The Point, Nov. 28, 2023: Chabad UF increases security after vandalism
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The stories near you
• WUFT News: Chabad UF Jewish Student Center increases security after Friday vandalism. "Berl Goldman, a rabbi at the center, said two signs located outside Chabad UF were written over. One of the signs is a banner that reads 'Gator Nation Stands with Israel.' The other sign has the center’s logo. Both now have phrases like 'Burn in Hell' and 'Child Murders' written on them."
• WUFT News: Additional room at shelters open in anticipation of cold weather. "Grace Marketplace and St. Francis House, which provide services for the local homeless community, will serve additional persons in need of shelter Monday through Wednesday night in anticipation of expected temperatures of 30 to 40 degrees."
• Mainstreet Daily News: Newberry mayor says EPA results are not cause for concern. "Marlowe said the EPA has done a poor job communicating with Newberry about contaminants, leaving city officials to find out about the test results from the website publication, instead of notifying them directly. He said Newberry can only act to address substances the EPA regulates, and the government agency has only presented PFAS chemicals to the city as something still being researched to determine safe amounts."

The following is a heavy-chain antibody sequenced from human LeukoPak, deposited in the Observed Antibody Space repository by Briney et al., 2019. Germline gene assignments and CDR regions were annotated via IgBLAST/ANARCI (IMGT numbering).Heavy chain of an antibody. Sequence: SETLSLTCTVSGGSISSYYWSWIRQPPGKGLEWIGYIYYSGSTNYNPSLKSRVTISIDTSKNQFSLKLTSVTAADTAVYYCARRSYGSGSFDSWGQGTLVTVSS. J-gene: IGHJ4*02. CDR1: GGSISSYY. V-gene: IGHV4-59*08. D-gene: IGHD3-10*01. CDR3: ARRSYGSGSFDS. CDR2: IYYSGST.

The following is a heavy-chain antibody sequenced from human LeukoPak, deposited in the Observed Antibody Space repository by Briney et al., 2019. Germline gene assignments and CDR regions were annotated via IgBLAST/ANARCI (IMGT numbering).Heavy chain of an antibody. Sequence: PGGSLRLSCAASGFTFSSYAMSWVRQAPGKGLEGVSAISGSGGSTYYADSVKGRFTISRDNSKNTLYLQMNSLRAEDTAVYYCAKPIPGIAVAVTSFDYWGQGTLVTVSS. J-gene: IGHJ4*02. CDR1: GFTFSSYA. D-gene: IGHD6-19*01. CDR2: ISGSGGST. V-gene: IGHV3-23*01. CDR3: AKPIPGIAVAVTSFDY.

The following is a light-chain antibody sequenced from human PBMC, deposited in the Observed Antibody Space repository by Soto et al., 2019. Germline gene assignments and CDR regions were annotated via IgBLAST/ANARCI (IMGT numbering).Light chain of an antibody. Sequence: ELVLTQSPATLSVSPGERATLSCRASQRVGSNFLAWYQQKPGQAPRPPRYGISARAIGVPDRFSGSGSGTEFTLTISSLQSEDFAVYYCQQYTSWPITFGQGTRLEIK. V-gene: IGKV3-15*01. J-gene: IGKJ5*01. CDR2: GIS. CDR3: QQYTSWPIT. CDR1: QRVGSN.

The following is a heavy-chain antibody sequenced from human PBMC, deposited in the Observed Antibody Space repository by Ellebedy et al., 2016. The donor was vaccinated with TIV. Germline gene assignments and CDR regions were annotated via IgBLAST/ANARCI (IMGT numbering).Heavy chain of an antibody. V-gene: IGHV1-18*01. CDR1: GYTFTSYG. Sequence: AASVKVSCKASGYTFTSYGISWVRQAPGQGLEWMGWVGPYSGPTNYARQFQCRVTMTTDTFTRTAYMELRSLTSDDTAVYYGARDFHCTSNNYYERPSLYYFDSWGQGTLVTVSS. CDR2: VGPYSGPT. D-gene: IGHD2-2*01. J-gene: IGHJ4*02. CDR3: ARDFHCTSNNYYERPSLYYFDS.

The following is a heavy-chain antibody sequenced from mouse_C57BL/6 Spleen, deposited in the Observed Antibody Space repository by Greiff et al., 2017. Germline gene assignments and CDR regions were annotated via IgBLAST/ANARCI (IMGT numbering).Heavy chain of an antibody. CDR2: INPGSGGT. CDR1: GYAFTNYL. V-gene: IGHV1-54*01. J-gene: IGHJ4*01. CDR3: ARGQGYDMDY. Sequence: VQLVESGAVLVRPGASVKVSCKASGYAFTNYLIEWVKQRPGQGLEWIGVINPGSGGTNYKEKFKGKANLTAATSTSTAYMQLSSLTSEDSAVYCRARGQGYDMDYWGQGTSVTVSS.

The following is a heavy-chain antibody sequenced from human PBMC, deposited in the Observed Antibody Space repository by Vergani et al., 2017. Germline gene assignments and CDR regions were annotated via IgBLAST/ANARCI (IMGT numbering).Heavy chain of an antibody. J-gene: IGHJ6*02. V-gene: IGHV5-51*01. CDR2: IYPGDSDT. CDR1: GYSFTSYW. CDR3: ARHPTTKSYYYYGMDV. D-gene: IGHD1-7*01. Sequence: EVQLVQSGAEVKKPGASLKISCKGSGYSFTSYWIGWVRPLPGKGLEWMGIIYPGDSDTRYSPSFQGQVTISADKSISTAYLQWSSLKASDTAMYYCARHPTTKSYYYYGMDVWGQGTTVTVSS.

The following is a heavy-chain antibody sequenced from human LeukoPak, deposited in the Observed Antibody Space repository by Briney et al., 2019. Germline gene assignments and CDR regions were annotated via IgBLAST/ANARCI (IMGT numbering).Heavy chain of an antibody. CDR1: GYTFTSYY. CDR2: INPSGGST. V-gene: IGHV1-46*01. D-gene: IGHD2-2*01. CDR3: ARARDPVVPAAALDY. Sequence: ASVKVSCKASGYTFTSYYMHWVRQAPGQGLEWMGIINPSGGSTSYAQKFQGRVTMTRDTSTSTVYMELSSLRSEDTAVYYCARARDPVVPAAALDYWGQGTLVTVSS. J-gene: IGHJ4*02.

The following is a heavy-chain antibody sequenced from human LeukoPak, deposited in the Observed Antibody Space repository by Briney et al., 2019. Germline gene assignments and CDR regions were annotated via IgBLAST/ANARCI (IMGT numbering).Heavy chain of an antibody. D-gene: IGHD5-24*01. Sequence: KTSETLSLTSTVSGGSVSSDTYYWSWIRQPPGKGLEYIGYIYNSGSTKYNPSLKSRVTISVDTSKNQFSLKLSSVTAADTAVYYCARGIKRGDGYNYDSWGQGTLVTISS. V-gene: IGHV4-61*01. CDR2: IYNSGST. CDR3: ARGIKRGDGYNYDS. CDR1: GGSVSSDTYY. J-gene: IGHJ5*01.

• Politico: University of Florida turns against Joe Ladapo. "Ladapo’s work at UF has generally escaped scrutiny. Yet interviews with more than two dozen current and former faculty members, state lawmakers and former agency heads, as well as reviews of internal university emails and reports, show that staff was worried that Ladapo had bypassed a crucial review process when he was rushed into his coveted tenured position and, moreover, was unsuited for the position."
• WUFT News: ‘Birds are citizens of the world’: Climate change affects bird migration. "According to the non-profit organization, Audubon Florida, more than 500 birds reside and travel across the state of Florida. From June to January, that number varies as fall bird migration periods begin. But drastic changes in weather are forcing birds to either adapt or change their migration patterns if they want to reach their final destinations."
• WCJB: ‘This has been a long time coming:’ Class is in session at Bradford Elementary School for the first time. "It’s out with the old and in with the brand new for some students and teachers in Bradford County. Class is in session for the first time at Bradford Elementary School."
• WUFT News: Man fired six shots at ex-girlfriend on Interstate 75, sheriff’s report says. "The woman began to perform evasive maneuvers and run red lights to escape Wilson. She eventually got onto Interstate 75 North, where she heard what sounded like a gunshot hit the back of her car, according to the report."
• Associated Press: Man suspected of dismembering body in Inverness dies of self-inflicted gunshot wound. "A further investigation led deputies to the dismembered body of a man in the trunk of a vehicle at the home. The statement offered no details about the man, how he may have known Dimick, or when he was killed."